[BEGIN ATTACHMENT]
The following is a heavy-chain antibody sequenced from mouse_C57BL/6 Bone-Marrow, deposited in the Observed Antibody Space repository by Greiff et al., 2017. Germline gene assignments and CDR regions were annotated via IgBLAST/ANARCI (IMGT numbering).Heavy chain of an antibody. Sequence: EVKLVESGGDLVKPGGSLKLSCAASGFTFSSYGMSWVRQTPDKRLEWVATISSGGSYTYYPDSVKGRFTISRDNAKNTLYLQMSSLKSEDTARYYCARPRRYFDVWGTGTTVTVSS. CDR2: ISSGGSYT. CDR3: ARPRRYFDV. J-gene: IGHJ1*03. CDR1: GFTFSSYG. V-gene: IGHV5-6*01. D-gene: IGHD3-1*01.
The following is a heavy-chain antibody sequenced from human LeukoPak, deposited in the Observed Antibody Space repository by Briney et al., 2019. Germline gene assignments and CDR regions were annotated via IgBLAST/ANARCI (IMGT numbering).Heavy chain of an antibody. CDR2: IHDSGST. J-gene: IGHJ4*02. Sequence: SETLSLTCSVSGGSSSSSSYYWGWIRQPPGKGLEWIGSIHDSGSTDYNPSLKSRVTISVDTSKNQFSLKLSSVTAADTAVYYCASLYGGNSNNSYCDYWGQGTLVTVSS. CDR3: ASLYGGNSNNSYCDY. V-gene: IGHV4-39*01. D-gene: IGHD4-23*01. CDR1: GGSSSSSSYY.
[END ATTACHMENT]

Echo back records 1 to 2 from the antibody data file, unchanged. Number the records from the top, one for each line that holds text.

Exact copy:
The following is a heavy-chain antibody sequenced from mouse_C57BL/6 Bone-Marrow, deposited in the Observed Antibody Space repository by Greiff et al., 2017. Germline gene assignments and CDR regions were annotated via IgBLAST/ANARCI (IMGT numbering).Heavy chain of an antibody. Sequence: EVKLVESGGDLVKPGGSLKLSCAASGFTFSSYGMSWVRQTPDKRLEWVATISSGGSYTYYPDSVKGRFTISRDNAKNTLYLQMSSLKSEDTARYYCARPRRYFDVWGTGTTVTVSS. CDR2: ISSGGSYT. CDR3: ARPRRYFDV. J-gene: IGHJ1*03. CDR1: GFTFSSYG. V-gene: IGHV5-6*01. D-gene: IGHD3-1*01.
The following is a heavy-chain antibody sequenced from human LeukoPak, deposited in the Observed Antibody Space repository by Briney et al., 2019. Germline gene assignments and CDR regions were annotated via IgBLAST/ANARCI (IMGT numbering).Heavy chain of an antibody. CDR2: IHDSGST. J-gene: IGHJ4*02. Sequence: SETLSLTCSVSGGSSSSSSYYWGWIRQPPGKGLEWIGSIHDSGSTDYNPSLKSRVTISVDTSKNQFSLKLSSVTAADTAVYYCASLYGGNSNNSYCDYWGQGTLVTVSS. CDR3: ASLYGGNSNNSYCDY. V-gene: IGHV4-39*01. D-gene: IGHD4-23*01. CDR1: GGSSSSSSYY.